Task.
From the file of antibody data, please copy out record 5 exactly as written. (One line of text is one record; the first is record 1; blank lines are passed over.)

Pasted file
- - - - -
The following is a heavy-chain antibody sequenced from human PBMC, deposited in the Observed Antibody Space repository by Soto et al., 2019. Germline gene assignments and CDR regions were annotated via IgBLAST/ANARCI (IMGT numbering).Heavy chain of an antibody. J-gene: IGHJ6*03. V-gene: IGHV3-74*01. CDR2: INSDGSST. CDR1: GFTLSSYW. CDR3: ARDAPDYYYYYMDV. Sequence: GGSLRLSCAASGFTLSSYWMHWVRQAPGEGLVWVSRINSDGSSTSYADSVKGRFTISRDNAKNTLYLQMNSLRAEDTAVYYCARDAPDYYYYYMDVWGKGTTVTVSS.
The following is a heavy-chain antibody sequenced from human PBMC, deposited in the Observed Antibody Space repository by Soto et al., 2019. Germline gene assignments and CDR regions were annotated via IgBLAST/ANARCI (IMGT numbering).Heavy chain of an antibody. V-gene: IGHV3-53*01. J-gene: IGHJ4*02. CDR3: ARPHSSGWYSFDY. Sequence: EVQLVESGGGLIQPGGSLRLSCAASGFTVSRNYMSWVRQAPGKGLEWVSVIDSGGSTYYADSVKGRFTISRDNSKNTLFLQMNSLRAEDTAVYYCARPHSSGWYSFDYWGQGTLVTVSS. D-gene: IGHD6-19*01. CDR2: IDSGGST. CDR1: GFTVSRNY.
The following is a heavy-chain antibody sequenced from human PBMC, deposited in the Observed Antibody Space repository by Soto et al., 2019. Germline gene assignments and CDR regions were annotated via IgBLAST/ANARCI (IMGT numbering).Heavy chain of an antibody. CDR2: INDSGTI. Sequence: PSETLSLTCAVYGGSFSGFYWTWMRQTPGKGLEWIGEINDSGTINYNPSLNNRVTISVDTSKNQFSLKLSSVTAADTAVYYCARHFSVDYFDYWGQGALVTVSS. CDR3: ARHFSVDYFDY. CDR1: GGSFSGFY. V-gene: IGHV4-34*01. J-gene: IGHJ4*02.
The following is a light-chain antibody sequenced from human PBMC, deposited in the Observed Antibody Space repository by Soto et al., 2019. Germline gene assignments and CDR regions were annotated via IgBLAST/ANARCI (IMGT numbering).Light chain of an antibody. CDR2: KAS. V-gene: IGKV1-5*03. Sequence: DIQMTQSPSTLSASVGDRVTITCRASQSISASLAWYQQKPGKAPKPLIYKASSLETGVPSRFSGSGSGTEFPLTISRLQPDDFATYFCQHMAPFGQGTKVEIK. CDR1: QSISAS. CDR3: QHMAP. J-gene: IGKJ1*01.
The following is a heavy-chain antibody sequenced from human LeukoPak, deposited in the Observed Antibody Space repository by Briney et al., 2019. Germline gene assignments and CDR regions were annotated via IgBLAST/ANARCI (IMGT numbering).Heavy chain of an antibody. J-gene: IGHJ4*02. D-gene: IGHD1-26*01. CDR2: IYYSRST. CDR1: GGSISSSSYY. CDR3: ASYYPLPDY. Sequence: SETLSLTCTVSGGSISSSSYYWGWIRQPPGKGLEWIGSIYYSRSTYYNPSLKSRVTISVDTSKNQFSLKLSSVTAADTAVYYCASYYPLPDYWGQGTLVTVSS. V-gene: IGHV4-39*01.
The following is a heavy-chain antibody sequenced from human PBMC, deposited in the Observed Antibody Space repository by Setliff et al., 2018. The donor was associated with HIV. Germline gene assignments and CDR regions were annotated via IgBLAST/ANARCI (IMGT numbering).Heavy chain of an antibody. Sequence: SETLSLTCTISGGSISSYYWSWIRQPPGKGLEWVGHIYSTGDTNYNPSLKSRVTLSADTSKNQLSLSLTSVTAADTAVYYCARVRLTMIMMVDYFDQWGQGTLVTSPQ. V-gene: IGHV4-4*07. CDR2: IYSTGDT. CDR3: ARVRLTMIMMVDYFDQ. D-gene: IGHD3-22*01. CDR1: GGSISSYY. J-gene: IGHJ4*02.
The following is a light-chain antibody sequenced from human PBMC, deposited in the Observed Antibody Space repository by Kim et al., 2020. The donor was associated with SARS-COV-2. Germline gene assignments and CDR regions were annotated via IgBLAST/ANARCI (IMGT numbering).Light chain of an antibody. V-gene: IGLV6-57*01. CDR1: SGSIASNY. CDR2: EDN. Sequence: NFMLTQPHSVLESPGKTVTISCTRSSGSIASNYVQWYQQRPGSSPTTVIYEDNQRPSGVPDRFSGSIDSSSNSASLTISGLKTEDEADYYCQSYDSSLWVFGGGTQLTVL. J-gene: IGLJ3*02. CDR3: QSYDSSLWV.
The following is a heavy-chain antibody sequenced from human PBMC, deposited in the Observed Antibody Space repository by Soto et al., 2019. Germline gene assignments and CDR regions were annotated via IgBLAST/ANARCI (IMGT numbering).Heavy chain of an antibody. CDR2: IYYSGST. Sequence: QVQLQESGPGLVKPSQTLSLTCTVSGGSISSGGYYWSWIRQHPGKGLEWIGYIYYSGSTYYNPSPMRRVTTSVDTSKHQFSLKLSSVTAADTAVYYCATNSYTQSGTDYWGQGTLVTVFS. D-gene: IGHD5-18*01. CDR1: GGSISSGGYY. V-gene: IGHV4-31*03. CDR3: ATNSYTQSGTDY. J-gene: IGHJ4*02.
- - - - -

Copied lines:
The following is a heavy-chain antibody sequenced from human LeukoPak, deposited in the Observed Antibody Space repository by Briney et al., 2019. Germline gene assignments and CDR regions were annotated via IgBLAST/ANARCI (IMGT numbering).Heavy chain of an antibody. J-gene: IGHJ4*02. D-gene: IGHD1-26*01. CDR2: IYYSRST. CDR1: GGSISSSSYY. CDR3: ASYYPLPDY. Sequence: SETLSLTCTVSGGSISSSSYYWGWIRQPPGKGLEWIGSIYYSRSTYYNPSLKSRVTISVDTSKNQFSLKLSSVTAADTAVYYCASYYPLPDYWGQGTLVTVSS. V-gene: IGHV4-39*01.